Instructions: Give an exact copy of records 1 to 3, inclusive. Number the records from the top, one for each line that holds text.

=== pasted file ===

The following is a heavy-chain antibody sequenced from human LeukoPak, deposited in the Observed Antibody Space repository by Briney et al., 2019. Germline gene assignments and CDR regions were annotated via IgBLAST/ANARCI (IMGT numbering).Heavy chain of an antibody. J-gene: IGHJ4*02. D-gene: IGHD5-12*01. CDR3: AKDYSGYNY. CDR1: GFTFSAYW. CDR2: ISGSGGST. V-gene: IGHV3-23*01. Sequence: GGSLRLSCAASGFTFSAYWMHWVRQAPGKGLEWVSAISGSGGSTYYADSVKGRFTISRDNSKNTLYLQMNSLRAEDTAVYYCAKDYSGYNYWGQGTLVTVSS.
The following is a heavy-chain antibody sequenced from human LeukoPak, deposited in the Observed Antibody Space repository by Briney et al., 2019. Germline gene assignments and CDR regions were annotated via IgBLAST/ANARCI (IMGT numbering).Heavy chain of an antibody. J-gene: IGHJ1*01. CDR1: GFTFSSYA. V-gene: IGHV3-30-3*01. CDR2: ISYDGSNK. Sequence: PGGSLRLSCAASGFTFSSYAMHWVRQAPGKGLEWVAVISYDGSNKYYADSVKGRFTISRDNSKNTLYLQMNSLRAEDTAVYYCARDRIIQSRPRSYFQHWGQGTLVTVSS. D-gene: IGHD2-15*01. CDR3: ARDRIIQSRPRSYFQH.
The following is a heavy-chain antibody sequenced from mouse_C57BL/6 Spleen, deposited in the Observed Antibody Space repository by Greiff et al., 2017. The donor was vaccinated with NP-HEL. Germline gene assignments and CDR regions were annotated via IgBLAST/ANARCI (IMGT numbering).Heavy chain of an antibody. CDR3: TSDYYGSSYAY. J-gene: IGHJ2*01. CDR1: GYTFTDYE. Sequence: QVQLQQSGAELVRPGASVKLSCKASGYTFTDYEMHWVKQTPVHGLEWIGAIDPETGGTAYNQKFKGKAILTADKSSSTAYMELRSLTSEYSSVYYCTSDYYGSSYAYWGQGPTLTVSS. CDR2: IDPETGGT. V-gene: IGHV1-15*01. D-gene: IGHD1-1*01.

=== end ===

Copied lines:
The following is a heavy-chain antibody sequenced from human LeukoPak, deposited in the Observed Antibody Space repository by Briney et al., 2019. Germline gene assignments and CDR regions were annotated via IgBLAST/ANARCI (IMGT numbering).Heavy chain of an antibody. J-gene: IGHJ4*02. D-gene: IGHD5-12*01. CDR3: AKDYSGYNY. CDR1: GFTFSAYW. CDR2: ISGSGGST. V-gene: IGHV3-23*01. Sequence: GGSLRLSCAASGFTFSAYWMHWVRQAPGKGLEWVSAISGSGGSTYYADSVKGRFTISRDNSKNTLYLQMNSLRAEDTAVYYCAKDYSGYNYWGQGTLVTVSS.
The following is a heavy-chain antibody sequenced from human LeukoPak, deposited in the Observed Antibody Space repository by Briney et al., 2019. Germline gene assignments and CDR regions were annotated via IgBLAST/ANARCI (IMGT numbering).Heavy chain of an antibody. J-gene: IGHJ1*01. CDR1: GFTFSSYA. V-gene: IGHV3-30-3*01. CDR2: ISYDGSNK. Sequence: PGGSLRLSCAASGFTFSSYAMHWVRQAPGKGLEWVAVISYDGSNKYYADSVKGRFTISRDNSKNTLYLQMNSLRAEDTAVYYCARDRIIQSRPRSYFQHWGQGTLVTVSS. D-gene: IGHD2-15*01. CDR3: ARDRIIQSRPRSYFQH.
The following is a heavy-chain antibody sequenced from mouse_C57BL/6 Spleen, deposited in the Observed Antibody Space repository by Greiff et al., 2017. The donor was vaccinated with NP-HEL. Germline gene assignments and CDR regions were annotated via IgBLAST/ANARCI (IMGT numbering).Heavy chain of an antibody. CDR3: TSDYYGSSYAY. J-gene: IGHJ2*01. CDR1: GYTFTDYE. Sequence: QVQLQQSGAELVRPGASVKLSCKASGYTFTDYEMHWVKQTPVHGLEWIGAIDPETGGTAYNQKFKGKAILTADKSSSTAYMELRSLTSEYSSVYYCTSDYYGSSYAYWGQGPTLTVSS. CDR2: IDPETGGT. V-gene: IGHV1-15*01. D-gene: IGHD1-1*01.